A little bit of hyperbole, we're led to believe, never did anyone any harm - even when it comes courtesy of Nielsen, a company that prides itself on the sober accuracy of its benchmarking skills.
Indeed, its press release last week, announcing the UK launch of Nielsen Online Campaign Ratings, was an object lesson in how to avoid the pitfalls (and we acknowledge it can be all too easy to succumb) of modest understatement.
The headline proclaimed its new (new to the UK, at any rate) measurement solution as "revolutionary", and Nielsen's managing director for digital in Europe, David Gosen, went so far as to state that this launch "marks a significant step in the development and maturity of online advertising in the UK". He added that it would enable advertisers to "drive effectiveness in online advertising to new levels" and "help establish a currency for online campaign effectiveness".
Nielsen argues that, if you use established online targeting techniques, the designated target audience of some campaigns may account for only 15 per cent of impressions. Nielsen's panel-based monitoring system will, it claims, make wastage like this a thing of the past by providing an online equivalent of the reach, frequency and gross rating points metrics used by planners in television.
It will do this by fusing panel data with aggregated, anonymous demographic data from participating online data providers - and the datasets are actionable in real time, allowing buying points to maximise their targeting options as a campaign unfolds.
Hang on, though ... haven't ad networks and trading desks been boasting about being able to do this for donkey's years now? Is this "new" product quite as revolutionary as the press release claims?
Sadly, Barry Lee, the managing director of Performics, suggests, it isn't. He states: "While this tool is a welcome addition to the variety of measures we can use to analyse campaign performance, it should be seen in the context of the planning challenge that we face for our clients, both digitally and across all channels.
"With the advent of real-time bidding, within online display we are able to deliver precision-targeted messages to individuals, not generalised demographic characteristics. The gross ratings point is, in comparison, a blunt measure - and it will become less relevant.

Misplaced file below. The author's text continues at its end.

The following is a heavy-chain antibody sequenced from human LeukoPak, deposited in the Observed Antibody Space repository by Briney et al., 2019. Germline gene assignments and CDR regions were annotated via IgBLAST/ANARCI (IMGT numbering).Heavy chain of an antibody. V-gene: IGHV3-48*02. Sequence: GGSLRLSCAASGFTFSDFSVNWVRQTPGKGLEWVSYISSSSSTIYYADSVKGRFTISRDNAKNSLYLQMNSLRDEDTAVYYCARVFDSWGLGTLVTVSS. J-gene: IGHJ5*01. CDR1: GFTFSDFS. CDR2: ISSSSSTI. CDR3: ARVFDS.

"There are many campaigns where effectiveness is measured through other means, whether they be clicks, acquisitions, interactions or views."
And Russell Marsh, the group strategy director of Rapp, agrees that many clients are moving away from a generic segment-targeting model. He adds: "There is still the universal problem that this sort of research can't tell you which one of my family of four is actually sat at my computer when an ad is served. Unless the ad is pushed to users in a logged-in environment, then targeting is pretty inaccurate.
"You then have to question how Nielsen's information differs from that provided by the demand-side platforms used to target specific consumer profiles in the first place."
Meanwhile, Paul Wright, the chief digital officer at Omnicom Media Group UK, says that some of the group's clients have become familiar with the product in the US. The beauty of the US system, he argues, is the way that Nielsen has begun melding it with TV ratings data - because, of course, Nielsen runs the US equivalent of the Barb TV audience ratings panel.
In other words, he implies, the research, in its current configuration, may struggle to gain traction here. He says: "The UK product is very different to the US version, where the online data can be pulled together with the TV stuff. Here, it's just an online panel.
"It will be interesting to see if Nielsen can find a way to join it together with other panels such as UKOM and Barb."
However, Darren Goldie, the head of digital at MPG Media Contacts, defends the launch, arguing that Nielsen's access to Facebook data will make its Online Campaign Ratings service of immediate interest to UK clients.
He concludes: "It has made a big impact in the US already and has had particular success in high-reach advertising such as FMCG campaigns. Its real standout feature is that it uses data from Facebook - it's one of only a few partners to have this access.
"Furthermore, the huge volume of people on Facebook makes the panel data extremely useful for measuring niche campaigns."
NO - BARRY LEE, MANAGING DIRECTOR, PERFORMICS
"In the short term, this may provide another tool in our arsenal, but the future of media is about all channels moving to real-time bidding, so the concept of gross rating points may well become a thing of the past."
NO - RUSSELL MARSH, GROUP STRATEGY DIRECTOR, RAPP
"Nielsen proposes mixing data from a relatively small panel sample - people it knows a lot about - with anonymous demographic data samples from other providers. It makes pretty big assumptions to scale it up."
MAYBE - PAUL WRIGHT, CHIEF DIGITAL OFFICER, OMNICOM MEDIA GROUP UK
"I'm not sure how useful it is on its own. What we tend to need is an understanding about how things join up. A welcome development but, in the UK, Nielsen needs to develop it further."
YES - DARREN GOLDIE, HEAD OF DIGITAL, MPG MEDIA CONTACTS
"It has a great chance of shaking up the market and offering something that no other solution can. This tool could empower agencies to optimise campaigns in real time and use metrics allowing online performance comparison with offline media, in particular TV."